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Plasma-Catalytic Conversion of Carbon Dioxide

  • Bryony Ashford
  • Yaolin Wang
  • Li Wang
  • Xin TuEmail author
Chapter
Part of the Springer Series on Atomic, Optical, and Plasma Physics book series (SSAOPP, volume 106)

Abstract

The emission of CO2 is a pressing concern as its release into the atmosphere is a major source of global warming. As global temperatures rise due to the greenhouse effect and current technologies, such as carbon capture and storage (CCS) and a switch to renewables, fall short, expertise must be employed to find new, viable processes for the mitigation of CO2. Focus is now on carbon dioxide utilization, as high-value chemicals and fuels can be produced, creating viable and sustainable processes. Current processes, however, such as thermal catalytic processes, require elevated temperatures and are not thermodynamically efficient, thus reducing their energy efficiency and feasibility. Plasma-catalytic processes have the potential to overcome these drawbacks due to their low-temperature operation and non-equilibrium characteristics which allow the high stability of the CO2 molecule to be overcome without the need for large energy inputs. A great number of reactions can potentially be carried out in a plasma-catalytic reactor, including CO2 decomposition, dry reforming of methane and CO2 hydrogenation; hence a great number of high-value products can be created (oxygenates, liquid hydrocarbons, syngas, etc.). This chapter describes this process in detail for a number of different reactions and discusses recent advances and challenges in this area.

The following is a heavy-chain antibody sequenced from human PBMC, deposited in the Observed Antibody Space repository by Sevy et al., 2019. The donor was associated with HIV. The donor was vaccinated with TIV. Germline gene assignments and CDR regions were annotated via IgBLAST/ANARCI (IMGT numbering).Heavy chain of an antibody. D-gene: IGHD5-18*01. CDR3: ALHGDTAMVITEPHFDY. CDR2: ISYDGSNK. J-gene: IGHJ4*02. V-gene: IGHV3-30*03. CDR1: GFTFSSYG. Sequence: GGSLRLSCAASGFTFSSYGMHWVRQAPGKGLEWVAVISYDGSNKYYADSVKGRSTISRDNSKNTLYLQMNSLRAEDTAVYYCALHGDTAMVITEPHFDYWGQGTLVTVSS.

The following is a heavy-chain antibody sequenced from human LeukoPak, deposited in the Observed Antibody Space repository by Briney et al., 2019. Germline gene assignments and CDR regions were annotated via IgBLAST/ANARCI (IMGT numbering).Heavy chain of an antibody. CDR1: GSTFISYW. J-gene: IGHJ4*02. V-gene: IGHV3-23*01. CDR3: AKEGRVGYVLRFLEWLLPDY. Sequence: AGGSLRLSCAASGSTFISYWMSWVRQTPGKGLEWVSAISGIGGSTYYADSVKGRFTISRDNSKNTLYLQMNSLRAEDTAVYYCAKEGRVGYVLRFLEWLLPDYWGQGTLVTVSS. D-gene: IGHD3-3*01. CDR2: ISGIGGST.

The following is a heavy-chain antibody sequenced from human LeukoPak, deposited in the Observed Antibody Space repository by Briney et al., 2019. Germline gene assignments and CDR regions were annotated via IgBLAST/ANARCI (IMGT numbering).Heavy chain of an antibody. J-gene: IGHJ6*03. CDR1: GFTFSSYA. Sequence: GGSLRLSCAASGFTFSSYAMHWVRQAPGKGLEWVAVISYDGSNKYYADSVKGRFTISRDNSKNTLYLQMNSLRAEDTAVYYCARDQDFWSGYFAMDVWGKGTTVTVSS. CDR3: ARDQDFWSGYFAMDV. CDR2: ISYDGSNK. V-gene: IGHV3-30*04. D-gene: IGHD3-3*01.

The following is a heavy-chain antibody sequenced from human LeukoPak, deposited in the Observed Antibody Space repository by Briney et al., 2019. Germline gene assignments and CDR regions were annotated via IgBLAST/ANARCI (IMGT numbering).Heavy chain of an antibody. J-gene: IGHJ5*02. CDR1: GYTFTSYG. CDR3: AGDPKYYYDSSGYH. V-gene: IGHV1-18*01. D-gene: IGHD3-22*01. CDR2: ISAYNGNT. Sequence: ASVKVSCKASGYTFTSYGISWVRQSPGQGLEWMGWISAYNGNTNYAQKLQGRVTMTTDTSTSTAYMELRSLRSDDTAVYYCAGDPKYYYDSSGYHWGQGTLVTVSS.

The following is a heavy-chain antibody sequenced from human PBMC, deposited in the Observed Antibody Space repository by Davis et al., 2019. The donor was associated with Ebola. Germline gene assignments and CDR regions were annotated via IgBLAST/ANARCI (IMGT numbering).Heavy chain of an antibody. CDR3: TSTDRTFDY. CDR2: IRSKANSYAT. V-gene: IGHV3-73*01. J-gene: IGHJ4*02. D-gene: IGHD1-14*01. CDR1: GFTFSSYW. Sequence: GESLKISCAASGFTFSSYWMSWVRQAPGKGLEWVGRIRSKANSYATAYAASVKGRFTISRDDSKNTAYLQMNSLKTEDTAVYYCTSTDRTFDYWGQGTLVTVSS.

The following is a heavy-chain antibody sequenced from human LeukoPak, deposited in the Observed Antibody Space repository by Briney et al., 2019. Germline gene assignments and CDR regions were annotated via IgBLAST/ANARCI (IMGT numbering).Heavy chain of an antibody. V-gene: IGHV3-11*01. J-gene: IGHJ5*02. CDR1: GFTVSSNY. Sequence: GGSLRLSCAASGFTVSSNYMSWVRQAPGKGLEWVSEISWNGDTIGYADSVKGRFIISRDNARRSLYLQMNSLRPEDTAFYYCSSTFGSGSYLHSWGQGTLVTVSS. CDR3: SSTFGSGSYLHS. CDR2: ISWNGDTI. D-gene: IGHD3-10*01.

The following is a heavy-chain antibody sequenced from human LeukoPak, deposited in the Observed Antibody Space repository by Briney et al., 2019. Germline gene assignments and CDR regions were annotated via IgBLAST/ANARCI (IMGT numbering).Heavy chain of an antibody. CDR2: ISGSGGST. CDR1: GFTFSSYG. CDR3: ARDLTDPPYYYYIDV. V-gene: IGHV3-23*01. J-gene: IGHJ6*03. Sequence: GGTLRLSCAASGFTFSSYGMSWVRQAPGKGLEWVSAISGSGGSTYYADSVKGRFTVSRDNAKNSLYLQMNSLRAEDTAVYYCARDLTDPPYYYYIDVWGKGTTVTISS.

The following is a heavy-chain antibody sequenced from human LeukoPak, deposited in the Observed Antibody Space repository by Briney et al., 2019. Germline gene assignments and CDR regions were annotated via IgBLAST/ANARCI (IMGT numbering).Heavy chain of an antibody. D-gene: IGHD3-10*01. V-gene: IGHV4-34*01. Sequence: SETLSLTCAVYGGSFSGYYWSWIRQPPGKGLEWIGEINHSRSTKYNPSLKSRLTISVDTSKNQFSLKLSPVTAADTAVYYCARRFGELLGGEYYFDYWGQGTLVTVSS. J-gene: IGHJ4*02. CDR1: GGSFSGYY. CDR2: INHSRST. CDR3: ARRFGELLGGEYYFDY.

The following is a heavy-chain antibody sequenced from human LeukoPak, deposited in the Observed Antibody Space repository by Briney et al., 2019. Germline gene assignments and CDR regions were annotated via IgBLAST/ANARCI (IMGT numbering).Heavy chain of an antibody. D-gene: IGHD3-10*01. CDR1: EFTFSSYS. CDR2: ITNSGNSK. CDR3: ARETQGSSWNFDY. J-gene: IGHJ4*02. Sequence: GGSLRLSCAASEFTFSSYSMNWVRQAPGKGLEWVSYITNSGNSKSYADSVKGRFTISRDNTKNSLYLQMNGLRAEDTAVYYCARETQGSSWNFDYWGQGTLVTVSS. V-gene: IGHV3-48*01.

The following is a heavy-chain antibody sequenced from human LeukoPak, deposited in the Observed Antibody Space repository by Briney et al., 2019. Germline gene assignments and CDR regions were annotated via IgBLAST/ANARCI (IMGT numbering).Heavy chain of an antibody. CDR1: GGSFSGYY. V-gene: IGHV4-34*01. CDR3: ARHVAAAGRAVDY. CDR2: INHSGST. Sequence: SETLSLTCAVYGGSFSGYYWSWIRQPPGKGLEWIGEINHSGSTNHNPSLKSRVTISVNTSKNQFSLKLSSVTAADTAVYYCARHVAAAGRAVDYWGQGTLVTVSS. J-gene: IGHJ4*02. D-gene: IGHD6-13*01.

Notes

Acknowledgments

The authors acknowledge financial support from the UK EPSRC SUPERGEN Hydrogen & Fuel Cell (H2FC) Hub (EP/J016454/1), EPSRC SUPERGEN Bioenergy Challenge II Programme (EP/M013162/1), and EPSRC Impact Acceleration Account (IAA). We acknowledge the funding from the European Union’s Horizon 2020 Research and Innovation Programme under the Marie Sklodowska-Curie Action (Grant Number 823745).

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Copyright information

© Springer Nature Switzerland AG 2019

Authors and Affiliations

  • Bryony Ashford
    • 1
  • Yaolin Wang
    • 1
  • Li Wang
    • 2
    • 3
    • 1
  • Xin Tu
    • 1
    Email author
  1. 1.Department of Electrical Engineering and ElectronicsUniversity of LiverpoolLiverpoolUK
  2. 2.State Key Laboratory of Fine Chemicals, School of Chemical Engineering, Dalian University of TechnologyDalianChina
  3. 3.College of Environmental Sciences and Engineering, Dalian Maritime UniversityDalianChina

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